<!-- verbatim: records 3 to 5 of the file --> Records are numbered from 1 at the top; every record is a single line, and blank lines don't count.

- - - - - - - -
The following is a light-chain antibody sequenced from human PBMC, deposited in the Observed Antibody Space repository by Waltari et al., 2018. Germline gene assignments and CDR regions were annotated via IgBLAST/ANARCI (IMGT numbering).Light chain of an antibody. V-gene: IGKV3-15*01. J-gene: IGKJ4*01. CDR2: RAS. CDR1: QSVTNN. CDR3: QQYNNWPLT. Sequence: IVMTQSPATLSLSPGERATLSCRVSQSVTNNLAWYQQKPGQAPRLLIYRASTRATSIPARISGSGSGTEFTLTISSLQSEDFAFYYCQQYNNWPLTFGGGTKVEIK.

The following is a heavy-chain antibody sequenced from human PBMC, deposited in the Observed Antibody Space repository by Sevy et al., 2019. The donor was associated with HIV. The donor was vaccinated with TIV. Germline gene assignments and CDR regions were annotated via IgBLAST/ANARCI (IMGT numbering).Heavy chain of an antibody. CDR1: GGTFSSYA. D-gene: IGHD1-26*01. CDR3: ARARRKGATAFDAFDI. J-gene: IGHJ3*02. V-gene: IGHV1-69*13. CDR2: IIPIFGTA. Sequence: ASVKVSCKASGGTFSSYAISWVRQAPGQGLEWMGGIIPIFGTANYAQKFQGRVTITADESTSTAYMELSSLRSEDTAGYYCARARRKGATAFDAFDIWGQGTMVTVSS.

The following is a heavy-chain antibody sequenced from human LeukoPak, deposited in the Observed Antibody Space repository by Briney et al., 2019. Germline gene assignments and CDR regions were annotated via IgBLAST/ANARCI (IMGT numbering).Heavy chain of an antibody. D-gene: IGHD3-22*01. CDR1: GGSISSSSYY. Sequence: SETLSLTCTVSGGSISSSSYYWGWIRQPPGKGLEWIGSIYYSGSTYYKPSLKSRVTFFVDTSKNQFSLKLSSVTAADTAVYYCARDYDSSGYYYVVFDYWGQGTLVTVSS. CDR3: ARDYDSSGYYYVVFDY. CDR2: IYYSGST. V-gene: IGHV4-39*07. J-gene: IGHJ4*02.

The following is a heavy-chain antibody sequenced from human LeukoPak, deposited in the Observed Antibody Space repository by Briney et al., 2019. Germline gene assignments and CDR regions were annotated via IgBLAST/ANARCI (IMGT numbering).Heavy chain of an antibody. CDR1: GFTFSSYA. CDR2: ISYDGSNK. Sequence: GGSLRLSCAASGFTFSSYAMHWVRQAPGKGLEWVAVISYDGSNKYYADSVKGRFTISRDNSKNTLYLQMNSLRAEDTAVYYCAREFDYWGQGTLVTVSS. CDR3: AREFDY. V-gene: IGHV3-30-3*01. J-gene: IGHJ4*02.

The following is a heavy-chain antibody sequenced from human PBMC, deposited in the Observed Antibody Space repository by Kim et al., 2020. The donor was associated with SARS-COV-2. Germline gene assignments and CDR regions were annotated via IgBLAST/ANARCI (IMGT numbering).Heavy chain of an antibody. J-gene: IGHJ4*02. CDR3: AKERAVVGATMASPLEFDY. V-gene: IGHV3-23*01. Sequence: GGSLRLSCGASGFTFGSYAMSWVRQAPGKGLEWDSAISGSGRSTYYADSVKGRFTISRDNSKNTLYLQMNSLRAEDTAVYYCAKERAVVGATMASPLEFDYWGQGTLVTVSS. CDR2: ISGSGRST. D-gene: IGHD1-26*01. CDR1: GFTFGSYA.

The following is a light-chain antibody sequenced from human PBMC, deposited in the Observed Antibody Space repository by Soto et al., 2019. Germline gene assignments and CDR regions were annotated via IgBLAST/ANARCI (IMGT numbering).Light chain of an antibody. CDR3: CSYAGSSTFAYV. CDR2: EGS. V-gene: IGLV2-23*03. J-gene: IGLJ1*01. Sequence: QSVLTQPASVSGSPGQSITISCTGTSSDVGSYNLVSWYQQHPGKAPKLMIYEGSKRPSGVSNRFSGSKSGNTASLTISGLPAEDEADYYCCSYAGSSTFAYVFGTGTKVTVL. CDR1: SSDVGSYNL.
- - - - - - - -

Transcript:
The following is a heavy-chain antibody sequenced from human LeukoPak, deposited in the Observed Antibody Space repository by Briney et al., 2019. Germline gene assignments and CDR regions were annotated via IgBLAST/ANARCI (IMGT numbering).Heavy chain of an antibody. D-gene: IGHD3-22*01. CDR1: GGSISSSSYY. Sequence: SETLSLTCTVSGGSISSSSYYWGWIRQPPGKGLEWIGSIYYSGSTYYKPSLKSRVTFFVDTSKNQFSLKLSSVTAADTAVYYCARDYDSSGYYYVVFDYWGQGTLVTVSS. CDR3: ARDYDSSGYYYVVFDY. CDR2: IYYSGST. V-gene: IGHV4-39*07. J-gene: IGHJ4*02.

The following is a heavy-chain antibody sequenced from human LeukoPak, deposited in the Observed Antibody Space repository by Briney et al., 2019. Germline gene assignments and CDR regions were annotated via IgBLAST/ANARCI (IMGT numbering).Heavy chain of an antibody. CDR1: GFTFSSYA. CDR2: ISYDGSNK. Sequence: GGSLRLSCAASGFTFSSYAMHWVRQAPGKGLEWVAVISYDGSNKYYADSVKGRFTISRDNSKNTLYLQMNSLRAEDTAVYYCAREFDYWGQGTLVTVSS. CDR3: AREFDY. V-gene: IGHV3-30-3*01. J-gene: IGHJ4*02.

The following is a heavy-chain antibody sequenced from human PBMC, deposited in the Observed Antibody Space repository by Kim et al., 2020. The donor was associated with SARS-COV-2. Germline gene assignments and CDR regions were annotated via IgBLAST/ANARCI (IMGT numbering).Heavy chain of an antibody. J-gene: IGHJ4*02. CDR3: AKERAVVGATMASPLEFDY. V-gene: IGHV3-23*01. Sequence: GGSLRLSCGASGFTFGSYAMSWVRQAPGKGLEWDSAISGSGRSTYYADSVKGRFTISRDNSKNTLYLQMNSLRAEDTAVYYCAKERAVVGATMASPLEFDYWGQGTLVTVSS. CDR2: ISGSGRST. D-gene: IGHD1-26*01. CDR1: GFTFGSYA.